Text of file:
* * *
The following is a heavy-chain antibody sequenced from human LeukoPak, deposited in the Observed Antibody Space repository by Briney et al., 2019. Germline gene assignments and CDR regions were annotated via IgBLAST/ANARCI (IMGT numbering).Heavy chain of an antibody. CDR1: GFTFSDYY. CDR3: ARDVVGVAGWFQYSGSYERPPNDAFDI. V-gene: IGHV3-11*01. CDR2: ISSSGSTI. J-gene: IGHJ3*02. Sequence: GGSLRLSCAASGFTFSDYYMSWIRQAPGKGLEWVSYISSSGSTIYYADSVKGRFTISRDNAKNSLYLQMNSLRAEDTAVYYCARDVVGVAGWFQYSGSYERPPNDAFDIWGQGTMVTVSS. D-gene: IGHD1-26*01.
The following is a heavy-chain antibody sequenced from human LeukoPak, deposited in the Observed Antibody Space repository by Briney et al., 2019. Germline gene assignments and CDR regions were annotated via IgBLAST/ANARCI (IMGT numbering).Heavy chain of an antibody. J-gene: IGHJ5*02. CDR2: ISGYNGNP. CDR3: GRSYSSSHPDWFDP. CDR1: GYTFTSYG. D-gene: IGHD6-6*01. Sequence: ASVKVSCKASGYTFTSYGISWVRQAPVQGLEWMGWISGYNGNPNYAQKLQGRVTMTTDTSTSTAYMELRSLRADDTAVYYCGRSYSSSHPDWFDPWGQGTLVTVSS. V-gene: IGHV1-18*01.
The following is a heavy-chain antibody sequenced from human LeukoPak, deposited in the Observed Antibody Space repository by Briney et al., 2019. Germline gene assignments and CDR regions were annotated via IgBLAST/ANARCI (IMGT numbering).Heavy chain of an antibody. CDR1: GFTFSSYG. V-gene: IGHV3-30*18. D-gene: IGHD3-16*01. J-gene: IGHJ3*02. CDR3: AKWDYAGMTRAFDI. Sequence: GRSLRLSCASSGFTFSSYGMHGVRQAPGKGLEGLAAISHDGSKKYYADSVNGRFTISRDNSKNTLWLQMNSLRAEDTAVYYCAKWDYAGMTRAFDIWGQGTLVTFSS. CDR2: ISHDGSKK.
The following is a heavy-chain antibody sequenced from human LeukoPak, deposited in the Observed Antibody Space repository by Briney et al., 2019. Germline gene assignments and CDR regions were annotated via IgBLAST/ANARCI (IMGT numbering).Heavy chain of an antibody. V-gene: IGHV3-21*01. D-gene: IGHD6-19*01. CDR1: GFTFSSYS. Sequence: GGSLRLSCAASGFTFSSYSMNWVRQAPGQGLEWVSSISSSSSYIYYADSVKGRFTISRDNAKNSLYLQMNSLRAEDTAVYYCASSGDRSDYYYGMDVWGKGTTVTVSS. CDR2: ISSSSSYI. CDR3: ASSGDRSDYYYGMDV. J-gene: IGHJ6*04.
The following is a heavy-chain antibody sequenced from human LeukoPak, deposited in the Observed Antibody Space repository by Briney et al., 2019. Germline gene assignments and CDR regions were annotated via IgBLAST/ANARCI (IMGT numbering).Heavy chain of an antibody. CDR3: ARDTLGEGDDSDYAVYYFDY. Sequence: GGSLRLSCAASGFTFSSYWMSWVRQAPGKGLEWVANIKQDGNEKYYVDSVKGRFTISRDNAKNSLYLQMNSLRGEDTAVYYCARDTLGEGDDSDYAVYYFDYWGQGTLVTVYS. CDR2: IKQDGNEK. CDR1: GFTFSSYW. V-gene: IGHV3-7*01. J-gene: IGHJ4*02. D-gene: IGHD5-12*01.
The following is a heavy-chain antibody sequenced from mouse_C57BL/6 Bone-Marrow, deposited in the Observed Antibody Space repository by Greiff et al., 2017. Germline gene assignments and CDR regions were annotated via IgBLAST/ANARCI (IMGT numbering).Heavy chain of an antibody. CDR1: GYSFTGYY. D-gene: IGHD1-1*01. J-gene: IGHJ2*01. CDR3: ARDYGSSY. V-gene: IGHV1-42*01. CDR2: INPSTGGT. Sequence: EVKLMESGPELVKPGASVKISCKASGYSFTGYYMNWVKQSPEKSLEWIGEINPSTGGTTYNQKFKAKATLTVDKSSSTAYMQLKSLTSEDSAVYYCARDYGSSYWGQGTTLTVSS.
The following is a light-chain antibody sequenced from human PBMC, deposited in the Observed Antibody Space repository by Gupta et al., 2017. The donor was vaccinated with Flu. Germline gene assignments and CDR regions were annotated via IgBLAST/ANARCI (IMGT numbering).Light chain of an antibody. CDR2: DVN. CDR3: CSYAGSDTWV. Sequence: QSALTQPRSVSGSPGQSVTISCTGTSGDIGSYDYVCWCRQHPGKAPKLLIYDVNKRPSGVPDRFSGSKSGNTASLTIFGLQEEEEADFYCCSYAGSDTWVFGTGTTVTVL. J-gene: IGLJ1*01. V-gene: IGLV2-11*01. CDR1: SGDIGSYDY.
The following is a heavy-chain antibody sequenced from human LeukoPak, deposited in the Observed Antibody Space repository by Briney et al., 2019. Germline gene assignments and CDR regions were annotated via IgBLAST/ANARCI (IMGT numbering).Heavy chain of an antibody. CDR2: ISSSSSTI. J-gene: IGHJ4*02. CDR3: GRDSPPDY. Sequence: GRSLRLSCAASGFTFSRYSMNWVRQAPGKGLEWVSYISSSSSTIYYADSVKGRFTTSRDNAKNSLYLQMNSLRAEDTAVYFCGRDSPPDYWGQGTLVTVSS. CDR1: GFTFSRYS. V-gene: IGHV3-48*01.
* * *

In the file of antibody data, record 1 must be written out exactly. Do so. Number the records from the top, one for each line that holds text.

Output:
The following is a heavy-chain antibody sequenced from human LeukoPak, deposited in the Observed Antibody Space repository by Briney et al., 2019. Germline gene assignments and CDR regions were annotated via IgBLAST/ANARCI (IMGT numbering).Heavy chain of an antibody. CDR1: GFTFSDYY. CDR3: ARDVVGVAGWFQYSGSYERPPNDAFDI. V-gene: IGHV3-11*01. CDR2: ISSSGSTI. J-gene: IGHJ3*02. Sequence: GGSLRLSCAASGFTFSDYYMSWIRQAPGKGLEWVSYISSSGSTIYYADSVKGRFTISRDNAKNSLYLQMNSLRAEDTAVYYCARDVVGVAGWFQYSGSYERPPNDAFDIWGQGTMVTVSS. D-gene: IGHD1-26*01.